Regional vice president of Isuzu aims to build on the strong momentum his automotive brand has built up over recent years.
By Ghaith Madadha
Isuzu Motors is one of the world’s oldest automotive brands and a leading light and medium duty truck and diesel engine maker.
With deep roots and enduringly long relationships with its regional distributor network, Isuzu recently restructured its operations in Jordan, appointing Qudra Automotive as a new distributor two years ago. Since then, it has more than doubled its local market share to approximately 16 percent.
Isuzu Motors International Vice President, Waleed Noubani, discussed the brand’s heritage, product portfolio, and directions for the future in a wide-ranging interview at last month’s Tokyo Motor Show.
Noubani was particularly optimistic about Isuzu’s position and potential for growth in the region and Jordan in the near future, and related Isuzu’s first steps for introducing more environmentally-friendly, compressed natural gas powered trucks to certain markets in the region.
How has Isuzu been performing in the Middle East in general, and Jordan in particular, in terms of sales, market share and growth?
On a regional level we are market leaders in the commercial industry. The biggest market in the region is Saudi Arabia. Our market share there is over 60 percent. In neighboring countries, we’re always either number one or two in terms of market share. In Jordan, we had some difficulties in the past five years. However we restructured our distributor two years ago and assigned Qudra Automotive, owned by the Alayyan family, as the sole distributor in Jordan. Before we assigned the new distributor, our market share was 8 percent of commercial vehicles in Jordan. Today, I’m proud to say that with the help of our local dealer, we have doubled our market share in under two years. Our target is to be number one. Now we are between second and third in market share but we have an action plan with our local dealer. We support them very much and they’re very active in the market. Hopefully by the end of 2018, or early 2019, we will take a leading position in Jordan.
How does Isuzu’s Middle East market share compare on a global level, and what impact has there been from recent political and economic crises, such as what has been going on in Syria, Yemen and Qatar?
On a global level, the Middle East represents about 17 percent of Isuzu’s business. Regarding the geopolitical situation and how we see things going forward, we see some positive signs coming out of Syria and are hopeful that within the next 12 months the conflict will come to a resolution. There’s a lot of business in that region. Syria is a big country, and needs huge infrastructure investments, so we see a lot of growth coming our way. We’re very happy that the Jordanian border is open with Iraq. We are very confident that this will help the Jordanian economy, and that next year will be much better.
What does the future hold for Isuzu? How will the business grow and what new expansion plans are there?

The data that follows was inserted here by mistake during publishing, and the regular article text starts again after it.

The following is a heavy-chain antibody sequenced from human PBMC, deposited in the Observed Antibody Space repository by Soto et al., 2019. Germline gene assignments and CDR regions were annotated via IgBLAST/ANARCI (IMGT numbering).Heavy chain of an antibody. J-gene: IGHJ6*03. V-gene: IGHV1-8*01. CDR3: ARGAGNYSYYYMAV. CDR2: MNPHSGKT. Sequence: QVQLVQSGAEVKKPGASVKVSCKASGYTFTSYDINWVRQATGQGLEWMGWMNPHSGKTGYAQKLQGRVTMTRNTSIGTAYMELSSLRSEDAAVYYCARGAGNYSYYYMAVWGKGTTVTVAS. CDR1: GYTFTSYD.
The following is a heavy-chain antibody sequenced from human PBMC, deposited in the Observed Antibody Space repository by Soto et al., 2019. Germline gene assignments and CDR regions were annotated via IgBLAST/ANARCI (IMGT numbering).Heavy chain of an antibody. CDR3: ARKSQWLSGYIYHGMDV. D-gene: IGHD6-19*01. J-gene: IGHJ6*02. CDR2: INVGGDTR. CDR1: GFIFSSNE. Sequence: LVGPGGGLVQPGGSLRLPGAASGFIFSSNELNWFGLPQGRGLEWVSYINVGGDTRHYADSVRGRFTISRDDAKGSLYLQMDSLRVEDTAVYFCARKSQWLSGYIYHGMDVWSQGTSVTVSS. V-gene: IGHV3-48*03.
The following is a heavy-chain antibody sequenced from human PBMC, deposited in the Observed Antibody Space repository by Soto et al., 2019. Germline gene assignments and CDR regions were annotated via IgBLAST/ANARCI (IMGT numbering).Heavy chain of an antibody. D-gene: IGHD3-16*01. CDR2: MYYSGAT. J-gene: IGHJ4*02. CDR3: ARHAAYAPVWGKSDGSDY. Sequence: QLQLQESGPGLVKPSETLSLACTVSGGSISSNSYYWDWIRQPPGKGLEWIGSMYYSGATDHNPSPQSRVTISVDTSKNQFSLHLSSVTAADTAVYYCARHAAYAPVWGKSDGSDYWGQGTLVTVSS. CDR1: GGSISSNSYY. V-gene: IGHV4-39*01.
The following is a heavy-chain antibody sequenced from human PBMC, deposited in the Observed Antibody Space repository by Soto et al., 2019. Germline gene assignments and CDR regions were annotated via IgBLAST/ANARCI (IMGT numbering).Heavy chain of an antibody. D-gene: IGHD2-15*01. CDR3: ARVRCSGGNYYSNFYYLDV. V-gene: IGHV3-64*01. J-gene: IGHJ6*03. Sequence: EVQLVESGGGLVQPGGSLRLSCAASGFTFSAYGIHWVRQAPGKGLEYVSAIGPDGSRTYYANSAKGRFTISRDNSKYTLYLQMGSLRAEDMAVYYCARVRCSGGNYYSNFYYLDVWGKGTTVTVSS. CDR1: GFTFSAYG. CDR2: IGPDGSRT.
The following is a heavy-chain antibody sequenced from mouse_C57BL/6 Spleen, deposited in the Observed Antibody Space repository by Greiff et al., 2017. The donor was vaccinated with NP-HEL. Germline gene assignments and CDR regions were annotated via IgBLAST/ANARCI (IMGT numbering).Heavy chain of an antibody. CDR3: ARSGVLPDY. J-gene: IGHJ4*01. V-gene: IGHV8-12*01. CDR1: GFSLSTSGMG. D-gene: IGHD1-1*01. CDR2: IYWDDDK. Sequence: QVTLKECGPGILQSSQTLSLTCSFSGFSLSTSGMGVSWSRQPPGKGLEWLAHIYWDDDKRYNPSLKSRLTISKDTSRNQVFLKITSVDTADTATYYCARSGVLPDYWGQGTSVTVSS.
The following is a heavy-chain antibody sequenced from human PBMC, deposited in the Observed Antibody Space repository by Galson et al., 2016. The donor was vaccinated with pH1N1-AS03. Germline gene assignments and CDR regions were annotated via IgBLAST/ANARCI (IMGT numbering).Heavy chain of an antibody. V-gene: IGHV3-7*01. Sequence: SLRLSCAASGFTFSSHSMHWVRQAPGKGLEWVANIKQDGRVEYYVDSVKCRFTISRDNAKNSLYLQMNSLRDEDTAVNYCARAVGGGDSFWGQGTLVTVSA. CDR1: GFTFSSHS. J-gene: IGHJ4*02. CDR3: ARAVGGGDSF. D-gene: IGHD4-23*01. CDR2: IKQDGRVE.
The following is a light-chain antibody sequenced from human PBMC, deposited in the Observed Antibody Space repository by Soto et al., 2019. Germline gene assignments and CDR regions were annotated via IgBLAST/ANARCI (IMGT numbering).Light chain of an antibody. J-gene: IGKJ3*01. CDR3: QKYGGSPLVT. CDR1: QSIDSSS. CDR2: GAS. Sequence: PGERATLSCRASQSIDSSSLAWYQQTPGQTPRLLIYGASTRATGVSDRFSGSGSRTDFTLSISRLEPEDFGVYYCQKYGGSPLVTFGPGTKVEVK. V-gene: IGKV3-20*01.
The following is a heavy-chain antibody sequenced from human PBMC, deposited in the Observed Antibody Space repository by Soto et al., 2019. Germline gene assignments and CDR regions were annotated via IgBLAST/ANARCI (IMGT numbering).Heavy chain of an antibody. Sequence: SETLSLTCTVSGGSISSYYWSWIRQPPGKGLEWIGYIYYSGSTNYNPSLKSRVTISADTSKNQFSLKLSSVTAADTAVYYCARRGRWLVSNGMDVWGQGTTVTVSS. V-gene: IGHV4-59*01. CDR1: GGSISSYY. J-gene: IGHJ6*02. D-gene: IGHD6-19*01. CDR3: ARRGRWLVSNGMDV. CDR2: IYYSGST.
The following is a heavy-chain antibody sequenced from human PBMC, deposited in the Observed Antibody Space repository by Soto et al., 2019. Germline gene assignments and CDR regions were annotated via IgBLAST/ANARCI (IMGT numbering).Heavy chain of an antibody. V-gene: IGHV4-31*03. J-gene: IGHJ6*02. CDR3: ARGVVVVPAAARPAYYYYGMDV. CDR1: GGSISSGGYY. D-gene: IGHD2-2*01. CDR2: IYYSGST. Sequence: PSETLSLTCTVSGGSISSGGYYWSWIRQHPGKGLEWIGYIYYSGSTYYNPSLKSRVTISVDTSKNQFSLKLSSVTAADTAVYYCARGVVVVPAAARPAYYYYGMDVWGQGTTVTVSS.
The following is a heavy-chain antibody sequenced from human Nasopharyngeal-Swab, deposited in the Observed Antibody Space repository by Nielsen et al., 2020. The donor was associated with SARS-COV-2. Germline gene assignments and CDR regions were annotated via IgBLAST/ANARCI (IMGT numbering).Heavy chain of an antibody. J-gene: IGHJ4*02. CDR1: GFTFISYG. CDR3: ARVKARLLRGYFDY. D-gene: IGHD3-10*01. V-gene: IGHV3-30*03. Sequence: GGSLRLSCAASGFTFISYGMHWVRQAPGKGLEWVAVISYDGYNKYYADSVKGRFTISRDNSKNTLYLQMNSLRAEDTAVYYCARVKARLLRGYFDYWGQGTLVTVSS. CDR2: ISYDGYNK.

One of the things distinguishing us from competitors is the range of models that we bring into the region. We bring over 70 different models, which competitors are not even close to. We have a huge model range for each segment. We believe this gives us an edge. Competition is fierce nowadays, so we are keeping up with the latest technologies. But we don’t bring all new technologies we have in Japan to our markets in the region for different reasons. Maybe the demand is not there for that product, so we try to create a product catering specifically to our regional needs.
Are there new products coming in terms of trucks and commercial vehicles?
Yes we are introducing new products to the region. One of them is compressed natural gas (CNG) vehicles. We have a lot of products. But unfortunately, infrastructure in the Middle East does not allow a few of our products to be introduced. For example, we’re introducing CNG, but you need to have gas in fuel stations. Not every country has that. The UAE is the leader in the CNG infrastructure. Now there’s a law in the UAE, for example, which states that 10 percent of all government vehicles have to go green. CNG emits much less carbon dioxide and pollutants in the air than diesel or petrol. So, we’re going to start introducing this vehicle in the UAE, because the infrastructure is there.
Will Isuzu go back to making SUVs, or possibly passenger cars?
Isuzu already introduced the MU-X SUV in Asian and GCC markets and will be introducing it in the Levant in the near future. Regarding passenger cars, we will not go back to it at this point, since we rather focus our efforts on commercial vehicles.
What are Isuzu’s plans with regards to new technologies in terms of efficiency, alternative fuels, hybrid technology and electrification?
Our R&D is always busy developing new technologies in terms of cleaner diesel engines. We’ve also developed hybrid trucks in our local market in Japan. However we will not introduce them to this region yet, due to high battery replacement costs. Commercial vehicles will need more time than passenger cars in terms of electrification, due to the size and power these batteries would need to haul over 10-tons, versus few tons for passenger cars. Furthermore, we developed alternative technology like compressed natural gas trucks, which we will launch in this region in the UAE market in the second half of 2018. We are also working on electrification and our prototype truck will be introduced at the Tokyo Motor Show this year.